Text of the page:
Medical Treatments

Integrative Medicine: Best of Both Worlds?

| by Kate Wharmby Seldman

Perhaps you’re interested in alternative medicine, but don’t feel the need to abandon traditional medicine entirely. Maybe you’re comfortable with conventional treatments for medical conditions, but you’d like some extra attention paid to your spiritual wellbeing. In either case, integrative medicine may give you the best of both worlds: it combines the scientific knowledge of medical school with the long-held wisdom of natural remedies.

Integrative medicine is designed to treat the whole person, not just the ailments from which he or she is suffering. Here’s an example. A woman is in danger of preterm labor – in other words, going into labor before her baby has developed enough to be born safely. In traditional medicine, the approach to treating this condition might involve drugs to prevent the uterus from contracting; a cerclage, or series of stitches in the cervix to stop it from dilating prematurely; and bedrest. Integrative medicine may also involve all these steps, but add to them meditation and journaling to reduce stress. Duke University’s Center for Integrative Medicine is studying the effects of stress hormones on preterm labor, and their research indicates stress-reduction techniques – such as writing in a journal – may help prevent this medical condition from occurring.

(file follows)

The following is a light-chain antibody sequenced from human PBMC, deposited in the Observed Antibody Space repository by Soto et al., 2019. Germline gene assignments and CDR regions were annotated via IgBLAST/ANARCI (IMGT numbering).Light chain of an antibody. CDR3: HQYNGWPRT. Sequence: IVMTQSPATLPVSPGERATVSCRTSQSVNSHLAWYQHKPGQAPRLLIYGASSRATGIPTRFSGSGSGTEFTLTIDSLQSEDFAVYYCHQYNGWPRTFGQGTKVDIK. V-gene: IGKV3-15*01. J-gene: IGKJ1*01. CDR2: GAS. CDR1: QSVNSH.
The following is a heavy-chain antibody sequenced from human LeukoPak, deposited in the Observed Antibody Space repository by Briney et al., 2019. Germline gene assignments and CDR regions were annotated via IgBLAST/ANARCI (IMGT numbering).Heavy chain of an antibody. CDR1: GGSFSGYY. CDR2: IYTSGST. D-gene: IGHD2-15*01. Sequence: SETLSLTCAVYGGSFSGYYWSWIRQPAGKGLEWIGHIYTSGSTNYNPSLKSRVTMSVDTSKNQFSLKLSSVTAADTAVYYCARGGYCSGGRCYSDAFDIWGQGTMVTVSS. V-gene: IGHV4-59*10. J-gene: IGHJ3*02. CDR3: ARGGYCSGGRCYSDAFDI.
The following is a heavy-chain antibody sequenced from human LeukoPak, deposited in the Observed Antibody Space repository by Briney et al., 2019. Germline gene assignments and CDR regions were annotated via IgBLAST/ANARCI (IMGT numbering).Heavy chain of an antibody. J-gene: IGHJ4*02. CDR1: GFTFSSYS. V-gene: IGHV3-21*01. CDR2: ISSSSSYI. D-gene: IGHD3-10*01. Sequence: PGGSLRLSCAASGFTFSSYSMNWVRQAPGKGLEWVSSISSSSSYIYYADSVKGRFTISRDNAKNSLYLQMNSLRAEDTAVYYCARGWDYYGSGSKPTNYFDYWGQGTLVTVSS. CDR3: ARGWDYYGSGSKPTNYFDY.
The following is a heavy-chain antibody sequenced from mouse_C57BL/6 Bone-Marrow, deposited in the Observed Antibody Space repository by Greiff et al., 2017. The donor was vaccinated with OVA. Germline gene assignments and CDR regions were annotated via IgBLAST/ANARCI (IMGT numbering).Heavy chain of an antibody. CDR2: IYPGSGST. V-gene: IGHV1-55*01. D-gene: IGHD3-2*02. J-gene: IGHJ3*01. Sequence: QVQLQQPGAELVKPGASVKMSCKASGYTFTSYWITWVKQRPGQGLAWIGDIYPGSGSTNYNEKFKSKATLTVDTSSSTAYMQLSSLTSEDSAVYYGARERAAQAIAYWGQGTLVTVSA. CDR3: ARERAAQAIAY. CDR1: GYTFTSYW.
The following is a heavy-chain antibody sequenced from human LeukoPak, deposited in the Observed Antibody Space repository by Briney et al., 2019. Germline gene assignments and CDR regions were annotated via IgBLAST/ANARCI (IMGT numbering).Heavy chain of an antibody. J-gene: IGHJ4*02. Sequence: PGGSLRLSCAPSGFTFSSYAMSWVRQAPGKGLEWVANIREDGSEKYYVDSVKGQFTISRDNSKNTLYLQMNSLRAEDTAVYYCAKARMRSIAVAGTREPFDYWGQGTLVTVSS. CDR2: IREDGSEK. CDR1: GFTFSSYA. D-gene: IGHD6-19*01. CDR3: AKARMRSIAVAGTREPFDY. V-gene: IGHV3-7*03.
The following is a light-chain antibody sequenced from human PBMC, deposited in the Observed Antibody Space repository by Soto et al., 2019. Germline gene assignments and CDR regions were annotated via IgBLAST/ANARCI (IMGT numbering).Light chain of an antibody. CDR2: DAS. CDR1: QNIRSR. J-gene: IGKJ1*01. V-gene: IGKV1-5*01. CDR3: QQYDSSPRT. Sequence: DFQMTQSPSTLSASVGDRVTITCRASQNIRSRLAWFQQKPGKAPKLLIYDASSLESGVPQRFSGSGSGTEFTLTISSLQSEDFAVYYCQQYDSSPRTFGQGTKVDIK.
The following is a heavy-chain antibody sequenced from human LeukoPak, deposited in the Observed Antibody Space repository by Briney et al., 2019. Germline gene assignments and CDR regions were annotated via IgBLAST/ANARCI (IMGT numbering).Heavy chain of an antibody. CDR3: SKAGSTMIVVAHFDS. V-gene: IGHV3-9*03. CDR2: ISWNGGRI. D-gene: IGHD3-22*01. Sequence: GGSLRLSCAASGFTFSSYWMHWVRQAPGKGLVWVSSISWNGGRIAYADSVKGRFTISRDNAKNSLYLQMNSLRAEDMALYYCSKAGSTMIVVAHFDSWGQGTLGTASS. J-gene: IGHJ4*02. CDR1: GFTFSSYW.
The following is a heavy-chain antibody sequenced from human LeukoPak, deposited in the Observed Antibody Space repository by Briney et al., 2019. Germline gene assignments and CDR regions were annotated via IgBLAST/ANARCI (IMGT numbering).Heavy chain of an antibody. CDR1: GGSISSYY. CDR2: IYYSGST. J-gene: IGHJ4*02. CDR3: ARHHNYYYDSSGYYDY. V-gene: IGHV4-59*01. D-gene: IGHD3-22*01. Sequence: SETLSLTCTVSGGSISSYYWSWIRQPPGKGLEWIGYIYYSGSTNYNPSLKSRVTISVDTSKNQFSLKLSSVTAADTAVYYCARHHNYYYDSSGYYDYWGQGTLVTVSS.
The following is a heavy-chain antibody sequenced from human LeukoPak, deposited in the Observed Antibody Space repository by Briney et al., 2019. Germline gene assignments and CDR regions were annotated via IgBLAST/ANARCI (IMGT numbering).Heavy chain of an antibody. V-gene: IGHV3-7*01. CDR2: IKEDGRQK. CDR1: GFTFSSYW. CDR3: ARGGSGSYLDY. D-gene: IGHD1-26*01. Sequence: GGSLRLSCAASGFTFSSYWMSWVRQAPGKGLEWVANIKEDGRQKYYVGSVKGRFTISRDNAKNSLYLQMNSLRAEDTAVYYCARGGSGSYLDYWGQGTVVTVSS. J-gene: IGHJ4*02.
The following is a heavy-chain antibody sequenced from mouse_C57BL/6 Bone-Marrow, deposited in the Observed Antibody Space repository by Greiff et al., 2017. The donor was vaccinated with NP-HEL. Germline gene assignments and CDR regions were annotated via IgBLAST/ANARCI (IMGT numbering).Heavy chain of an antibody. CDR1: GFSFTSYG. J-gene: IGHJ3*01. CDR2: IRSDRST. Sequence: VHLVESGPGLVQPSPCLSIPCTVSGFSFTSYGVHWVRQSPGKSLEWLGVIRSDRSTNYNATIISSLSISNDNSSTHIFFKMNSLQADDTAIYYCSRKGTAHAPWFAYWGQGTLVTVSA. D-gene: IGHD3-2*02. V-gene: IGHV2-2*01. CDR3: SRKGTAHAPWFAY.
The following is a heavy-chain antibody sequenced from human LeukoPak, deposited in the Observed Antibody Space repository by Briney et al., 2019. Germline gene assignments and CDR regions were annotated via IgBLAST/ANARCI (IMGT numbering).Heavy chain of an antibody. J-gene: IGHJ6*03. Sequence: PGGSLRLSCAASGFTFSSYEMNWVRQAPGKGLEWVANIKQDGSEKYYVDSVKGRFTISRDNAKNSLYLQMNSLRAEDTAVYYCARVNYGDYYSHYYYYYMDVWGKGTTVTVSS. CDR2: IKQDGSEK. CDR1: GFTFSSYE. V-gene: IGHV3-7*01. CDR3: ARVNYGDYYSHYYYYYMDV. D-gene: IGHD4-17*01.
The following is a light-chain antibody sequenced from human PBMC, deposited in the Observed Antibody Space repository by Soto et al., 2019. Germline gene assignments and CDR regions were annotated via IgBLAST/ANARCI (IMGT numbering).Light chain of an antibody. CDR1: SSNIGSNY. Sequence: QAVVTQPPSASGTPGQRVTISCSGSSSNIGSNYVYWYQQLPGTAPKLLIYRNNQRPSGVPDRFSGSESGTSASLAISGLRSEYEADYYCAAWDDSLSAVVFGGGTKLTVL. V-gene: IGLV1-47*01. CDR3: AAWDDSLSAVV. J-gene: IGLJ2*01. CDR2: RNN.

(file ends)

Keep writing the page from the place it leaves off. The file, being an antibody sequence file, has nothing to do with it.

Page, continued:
A doctor who practices integrative medicine is an MD, meaning he or she has received a degree from an accredited medical school, but he or she may also have training in alternative health practices such as yoga, acupuncture, hypnosis or homeopathy. Psy.D.s, or doctors of psychology, may also practice integrative medicine that incorporates psychology and natural remedies, as may Ph.D.s, or doctors of philosophy.

Integrative medicine specialists won’t try to convince you that a natural remedy works, unless there is scientific evidence to back up that claim; nor will they tout natural medicine as being better than traditional treatments. Their goal is not to ignore science, or, conversely, to treat you like a collection of symptoms rather than a whole person. They aim to heal your ailments the best way they can, with all the tools at their disposal, while preserving their integrity and safeguarding your health.

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Originally published at GrannyMed